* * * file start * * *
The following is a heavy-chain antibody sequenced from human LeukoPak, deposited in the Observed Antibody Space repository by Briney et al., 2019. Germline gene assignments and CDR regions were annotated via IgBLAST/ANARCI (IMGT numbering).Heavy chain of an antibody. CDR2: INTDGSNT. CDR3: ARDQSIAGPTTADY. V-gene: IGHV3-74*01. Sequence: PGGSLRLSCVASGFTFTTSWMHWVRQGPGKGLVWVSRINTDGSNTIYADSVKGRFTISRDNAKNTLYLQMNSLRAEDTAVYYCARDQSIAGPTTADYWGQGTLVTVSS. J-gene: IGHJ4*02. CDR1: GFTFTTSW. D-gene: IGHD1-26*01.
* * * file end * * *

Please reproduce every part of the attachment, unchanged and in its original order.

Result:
The following is a heavy-chain antibody sequenced from human LeukoPak, deposited in the Observed Antibody Space repository by Briney et al., 2019. Germline gene assignments and CDR regions were annotated via IgBLAST/ANARCI (IMGT numbering).Heavy chain of an antibody. CDR2: INTDGSNT. CDR3: ARDQSIAGPTTADY. V-gene: IGHV3-74*01. Sequence: PGGSLRLSCVASGFTFTTSWMHWVRQGPGKGLVWVSRINTDGSNTIYADSVKGRFTISRDNAKNTLYLQMNSLRAEDTAVYYCARDQSIAGPTTADYWGQGTLVTVSS. J-gene: IGHJ4*02. CDR1: GFTFTTSW. D-gene: IGHD1-26*01.